As seen in the comic, one of the most curious things is that at night, and on the same sets, the spanish version of the movie (remember that dubbing had not been invented) which was directed by George Melford and starring Carlos Villarias and Lupita Tovar. In the vignettes we see Lugosi and Villarías smoking a cigar together and dressed as the Count. By the way, that Hispanic version is, for many critics, superior to the original.

Page from ‘Lugosi. The Rise and Fall of Hollywood’s Dracula’

Lugosi and Karloff

After the success of Dracula, Lugosi was offered the role of the monster in Frankenstein (James Whale1932), but the actor he was uncomfortable with the character’s heavy makeup and lack of dialogueso the monster was played by an unknown Boris Carloffwho became the star of the moment.

Another of the most interesting parts of the comic is the one that explores the relationship between these two great horror myths, who participated together in eight films. Interestingly, the more Boris Karloff shone, the more Lugosi’s success faded. But together they left us true works of horror art.

the comic too explores the many crises Lugosi went through, who spent long periods without a job and even lost his house just when his only son was born. Some crises that led him to live almost in poverty and that ended forcing him to accept any role, no matter how unfortunate. One of the most humiliating moments was when she had to play Frankenstein’s monster in the third installment of the saga, Frankenstein’s son, when Karloff refused to put the bulky costume back on. He would play the monster again in Frankenstein and the werewolf.

Vignettes from ‘Lugosi. The Rise and Fall of Hollywood’s Dracula’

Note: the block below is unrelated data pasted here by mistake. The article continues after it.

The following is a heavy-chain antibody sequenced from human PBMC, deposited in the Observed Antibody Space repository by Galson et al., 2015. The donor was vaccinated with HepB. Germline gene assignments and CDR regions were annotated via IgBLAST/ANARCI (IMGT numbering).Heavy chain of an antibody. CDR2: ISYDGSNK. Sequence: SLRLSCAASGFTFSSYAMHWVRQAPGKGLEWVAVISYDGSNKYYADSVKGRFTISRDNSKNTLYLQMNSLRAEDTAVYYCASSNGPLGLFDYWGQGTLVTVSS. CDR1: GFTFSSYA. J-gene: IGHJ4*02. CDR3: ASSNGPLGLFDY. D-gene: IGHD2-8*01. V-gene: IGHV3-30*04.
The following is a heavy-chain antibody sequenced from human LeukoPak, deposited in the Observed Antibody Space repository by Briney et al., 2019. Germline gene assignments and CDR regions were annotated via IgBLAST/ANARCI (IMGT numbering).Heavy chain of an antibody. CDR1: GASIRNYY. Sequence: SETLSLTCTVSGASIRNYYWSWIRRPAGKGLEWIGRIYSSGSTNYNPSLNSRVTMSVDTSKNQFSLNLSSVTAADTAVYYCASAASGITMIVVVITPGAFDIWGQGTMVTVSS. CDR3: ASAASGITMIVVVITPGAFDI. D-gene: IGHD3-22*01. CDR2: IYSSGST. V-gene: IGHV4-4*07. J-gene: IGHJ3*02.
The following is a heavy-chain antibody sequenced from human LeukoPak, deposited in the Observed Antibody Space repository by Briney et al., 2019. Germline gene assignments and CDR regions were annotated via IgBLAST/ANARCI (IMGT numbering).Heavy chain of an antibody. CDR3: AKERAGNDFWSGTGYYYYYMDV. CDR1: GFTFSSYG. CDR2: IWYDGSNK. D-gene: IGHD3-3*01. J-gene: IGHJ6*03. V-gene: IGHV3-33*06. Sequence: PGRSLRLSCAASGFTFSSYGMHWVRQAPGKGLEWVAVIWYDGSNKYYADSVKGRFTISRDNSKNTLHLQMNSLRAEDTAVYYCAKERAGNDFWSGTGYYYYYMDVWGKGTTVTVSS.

A heartthrob who was married five times

Lugosi was a womanizer throughout his life and married up to five times. The first very young, in 1917. Already in the United States he separated to marry a millionairess (1921), but he soon met one of the great stars of silent cinema, Clara Bow (wings, it), with whom he had a brief but stormy relationship, which ended in the actor’s divorce. Apparently, Lugosi treasured a nude photograph of Clara throughout his life.

With his fourth wife he would have his only son, Béla George Lugosiand in his last years, with more than 70 years, he would marry one of his admirers.

In a scene from the comic, Boris Karloff asks him about his success with women and his answer is priceless.

Vignettes from ‘Lugosi. The Rise and Fall of Hollywood’s Dracula’

Addicted to alcohol and morphine

Another of the things for which Lugosi went down in history was for being one of the first Hollywood actors to acknowledge his addiction to alcohol and morphine (which he used to relieve the pain of a leg injury he sustained during World War I). Lugosi confessed that he was addicted for 20 years.

That is why the comic focuses on that stage in which he met Ed Wood and experienced a kind of rebirth that made him overcome those addictions. But that stage of happiness with Ed Wood did not last long, since He died of a heart attack on August 16, 1956.

He was buried in Dracula’s cape.

Stand out the wonderful drawings of Koren Shadmiof which you have a sample in this news, and that the comic has an interesting prologue by the famous Science Fiction writer, Joe R. Lansdale.

Cover of ‘Lugosi. The Rise and Fall of Hollywood’s Dracula’

comic | The true and tragic story of Bela Lugosi, the “Dracula” of Hollywood –